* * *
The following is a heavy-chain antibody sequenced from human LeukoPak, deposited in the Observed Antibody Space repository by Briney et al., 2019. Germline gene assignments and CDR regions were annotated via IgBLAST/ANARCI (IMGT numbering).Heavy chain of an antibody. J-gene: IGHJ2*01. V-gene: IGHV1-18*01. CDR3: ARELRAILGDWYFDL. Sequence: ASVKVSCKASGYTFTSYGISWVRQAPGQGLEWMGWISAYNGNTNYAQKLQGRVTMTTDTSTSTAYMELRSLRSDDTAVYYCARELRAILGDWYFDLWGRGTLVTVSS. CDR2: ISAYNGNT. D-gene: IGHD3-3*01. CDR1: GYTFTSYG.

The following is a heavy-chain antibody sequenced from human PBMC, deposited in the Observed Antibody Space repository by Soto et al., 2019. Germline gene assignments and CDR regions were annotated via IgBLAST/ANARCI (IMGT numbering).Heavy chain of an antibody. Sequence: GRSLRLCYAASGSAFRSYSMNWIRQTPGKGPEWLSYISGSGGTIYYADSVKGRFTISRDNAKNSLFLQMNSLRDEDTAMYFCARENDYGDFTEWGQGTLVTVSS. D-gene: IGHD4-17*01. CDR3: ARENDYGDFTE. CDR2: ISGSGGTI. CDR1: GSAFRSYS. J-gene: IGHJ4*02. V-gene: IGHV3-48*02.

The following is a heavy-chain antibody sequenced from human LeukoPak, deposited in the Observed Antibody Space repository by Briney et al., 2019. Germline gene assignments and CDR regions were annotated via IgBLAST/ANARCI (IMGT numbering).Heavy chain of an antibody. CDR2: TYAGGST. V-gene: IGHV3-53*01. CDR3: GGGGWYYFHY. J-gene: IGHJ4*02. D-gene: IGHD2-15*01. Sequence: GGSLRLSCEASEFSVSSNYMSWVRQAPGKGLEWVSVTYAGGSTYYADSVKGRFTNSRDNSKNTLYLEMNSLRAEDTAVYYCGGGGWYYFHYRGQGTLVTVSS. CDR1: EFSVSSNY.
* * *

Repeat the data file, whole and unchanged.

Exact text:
The following is a heavy-chain antibody sequenced from human LeukoPak, deposited in the Observed Antibody Space repository by Briney et al., 2019. Germline gene assignments and CDR regions were annotated via IgBLAST/ANARCI (IMGT numbering).Heavy chain of an antibody. J-gene: IGHJ2*01. V-gene: IGHV1-18*01. CDR3: ARELRAILGDWYFDL. Sequence: ASVKVSCKASGYTFTSYGISWVRQAPGQGLEWMGWISAYNGNTNYAQKLQGRVTMTTDTSTSTAYMELRSLRSDDTAVYYCARELRAILGDWYFDLWGRGTLVTVSS. CDR2: ISAYNGNT. D-gene: IGHD3-3*01. CDR1: GYTFTSYG.

The following is a heavy-chain antibody sequenced from human PBMC, deposited in the Observed Antibody Space repository by Soto et al., 2019. Germline gene assignments and CDR regions were annotated via IgBLAST/ANARCI (IMGT numbering).Heavy chain of an antibody. Sequence: GRSLRLCYAASGSAFRSYSMNWIRQTPGKGPEWLSYISGSGGTIYYADSVKGRFTISRDNAKNSLFLQMNSLRDEDTAMYFCARENDYGDFTEWGQGTLVTVSS. D-gene: IGHD4-17*01. CDR3: ARENDYGDFTE. CDR2: ISGSGGTI. CDR1: GSAFRSYS. J-gene: IGHJ4*02. V-gene: IGHV3-48*02.

The following is a heavy-chain antibody sequenced from human LeukoPak, deposited in the Observed Antibody Space repository by Briney et al., 2019. Germline gene assignments and CDR regions were annotated via IgBLAST/ANARCI (IMGT numbering).Heavy chain of an antibody. CDR2: TYAGGST. V-gene: IGHV3-53*01. CDR3: GGGGWYYFHY. J-gene: IGHJ4*02. D-gene: IGHD2-15*01. Sequence: GGSLRLSCEASEFSVSSNYMSWVRQAPGKGLEWVSVTYAGGSTYYADSVKGRFTNSRDNSKNTLYLEMNSLRAEDTAVYYCGGGGWYYFHYRGQGTLVTVSS. CDR1: EFSVSSNY.